These are many of the same reasons cited by Money Morning's own Global Resources Specialist, Peter Krauth for his optimism regarding gold prices. Krauth forecast gold prices to hit $2,200 in 2013.

The facts regarding recent gold production, cited by Lassonde, cannot be denied.

For investors looking to participate, here are two exchange-traded vehicles to consider: the ETFS Gold Trust (NYSE: SGOL) and the Sprott Physical Gold Trust (NYSE: PHYS).

Both securities are backed by physical gold bullion. SGOL is backed by physical gold held in London while PHYS actually allows investors to convert their holdings into gold bullion if they wish.

For more insight on investing in gold, check out this report from our resources expert Peter Krauth.

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  1. Cathy | March 3, 2013

    What about this huge gold mine on S@A THAT THE COUNTRY AND THE MINER AND AN ATTORNEY HAVE A MEGA LAW SIUT THAT SAYS THIS JV AND THE COUNTRY HAD A AGREEMENT BUT ALL THE CARDS WHERE NOT PUT ON THE TABLE. I was just curious if this is such a Gold big monster deal with the stock dropped under a dollar in this world changing Gold supply why Money Map with it's connections has not stumbled on his phase 1 . I have a hard time with a company that thy say has a market cap of 1 Billion being under a dollar because of a political court document. They throw all the Newmont's and Gold Corps under the bus which I have stock in those as well as your plays but a less than a dollar 1000 bagger for a company with a market cap off a Billion would catch the money maps attention before this court date. I am not bad mouthing anyone but it seems you guys are on a lot of what comes out of the ground and political games is why I am sending this either a drama deal for a news letter or it is a big deal, S@A DOES NOT HOLD A CANDLE TO YOUR MICRO DEALS JUST A ? DON'T TAKE IT PERSONNEL. Thanks if it is okay to ask i look to you when i see this hyped up Gold.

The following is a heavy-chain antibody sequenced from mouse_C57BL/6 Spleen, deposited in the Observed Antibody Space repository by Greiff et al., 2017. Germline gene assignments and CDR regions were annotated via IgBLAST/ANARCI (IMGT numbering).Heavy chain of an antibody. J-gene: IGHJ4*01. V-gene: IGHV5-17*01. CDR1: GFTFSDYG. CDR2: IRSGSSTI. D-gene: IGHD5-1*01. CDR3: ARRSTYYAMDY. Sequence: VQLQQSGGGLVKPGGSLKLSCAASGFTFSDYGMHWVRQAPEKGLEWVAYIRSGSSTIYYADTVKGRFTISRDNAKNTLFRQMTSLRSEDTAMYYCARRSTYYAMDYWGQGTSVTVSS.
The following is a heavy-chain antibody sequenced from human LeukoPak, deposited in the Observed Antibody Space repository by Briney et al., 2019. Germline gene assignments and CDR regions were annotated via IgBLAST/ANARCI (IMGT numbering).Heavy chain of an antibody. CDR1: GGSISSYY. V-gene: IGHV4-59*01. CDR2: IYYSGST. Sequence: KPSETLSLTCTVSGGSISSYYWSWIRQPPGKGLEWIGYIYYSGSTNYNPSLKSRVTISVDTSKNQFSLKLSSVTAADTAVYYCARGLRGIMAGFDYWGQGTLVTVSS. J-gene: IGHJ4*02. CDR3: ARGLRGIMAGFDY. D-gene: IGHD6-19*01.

2. fallingman | March 4, 2013

    If I might offer some perspective here. This article is right on as far as it goes, but there's more to the story.

    The popular conception, as articulated in Econ 101, is that rising prices will naturally lead to increased supply over time and that increased supply will naturally pull down prices.

    It works that way most of the time with most stuff.

    With gold, it very well may not for two reasons:

    The first is the one articulated here…finding and mining enough gold to even keep production from declining will be hard. Big deposits aren't being found, the exploration end of the business is like a drowning man going down for the third time, and grades on deposits are plummeting.

    The second is that even if there were a fairly significant increase in production, IT WON'T MATTER. Why? Because gold isn't used up. Almost every ounce that has ever been mined is still available to the market. If yearly supply currently adds roughly 2% to existing supply, how much difference would it make if there's a 10% increase to 2.2% or a 10% decrease to 1.8%? Not much.

    The real game changer will be the explosion in investor demand…be it individual, institutional, or sovereign.

    The message to take away is that the gold industry is probably incapable of generating a huge supply increase as it did in the 80's with open pit mining and heap leaching. That will likely keep a wave of new supply from hitting and affecting price negatively, which is all we need to have a real supply squeeze as demand skyrockets.